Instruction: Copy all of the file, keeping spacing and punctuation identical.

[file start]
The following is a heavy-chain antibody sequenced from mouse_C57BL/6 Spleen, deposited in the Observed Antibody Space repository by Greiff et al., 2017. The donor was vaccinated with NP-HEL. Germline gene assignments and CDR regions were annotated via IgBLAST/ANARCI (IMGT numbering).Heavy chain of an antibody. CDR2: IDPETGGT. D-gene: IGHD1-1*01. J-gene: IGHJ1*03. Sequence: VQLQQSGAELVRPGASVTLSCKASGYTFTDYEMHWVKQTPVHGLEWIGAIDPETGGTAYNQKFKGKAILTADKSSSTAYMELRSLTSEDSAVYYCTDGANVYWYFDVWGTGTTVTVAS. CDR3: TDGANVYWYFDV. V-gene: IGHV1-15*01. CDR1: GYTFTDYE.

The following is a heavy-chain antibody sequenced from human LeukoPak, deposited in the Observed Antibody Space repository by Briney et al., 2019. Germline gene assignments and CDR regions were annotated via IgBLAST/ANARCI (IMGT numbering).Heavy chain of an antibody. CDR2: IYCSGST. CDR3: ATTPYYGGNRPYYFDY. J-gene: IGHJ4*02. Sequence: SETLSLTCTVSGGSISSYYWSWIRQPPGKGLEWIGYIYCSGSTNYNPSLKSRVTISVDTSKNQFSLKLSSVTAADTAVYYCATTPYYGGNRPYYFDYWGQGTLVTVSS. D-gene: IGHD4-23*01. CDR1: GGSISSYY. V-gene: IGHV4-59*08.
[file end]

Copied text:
The following is a heavy-chain antibody sequenced from mouse_C57BL/6 Spleen, deposited in the Observed Antibody Space repository by Greiff et al., 2017. The donor was vaccinated with NP-HEL. Germline gene assignments and CDR regions were annotated via IgBLAST/ANARCI (IMGT numbering).Heavy chain of an antibody. CDR2: IDPETGGT. D-gene: IGHD1-1*01. J-gene: IGHJ1*03. Sequence: VQLQQSGAELVRPGASVTLSCKASGYTFTDYEMHWVKQTPVHGLEWIGAIDPETGGTAYNQKFKGKAILTADKSSSTAYMELRSLTSEDSAVYYCTDGANVYWYFDVWGTGTTVTVAS. CDR3: TDGANVYWYFDV. V-gene: IGHV1-15*01. CDR1: GYTFTDYE.

The following is a heavy-chain antibody sequenced from human LeukoPak, deposited in the Observed Antibody Space repository by Briney et al., 2019. Germline gene assignments and CDR regions were annotated via IgBLAST/ANARCI (IMGT numbering).Heavy chain of an antibody. CDR2: IYCSGST. CDR3: ATTPYYGGNRPYYFDY. J-gene: IGHJ4*02. Sequence: SETLSLTCTVSGGSISSYYWSWIRQPPGKGLEWIGYIYCSGSTNYNPSLKSRVTISVDTSKNQFSLKLSSVTAADTAVYYCATTPYYGGNRPYYFDYWGQGTLVTVSS. D-gene: IGHD4-23*01. CDR1: GGSISSYY. V-gene: IGHV4-59*08.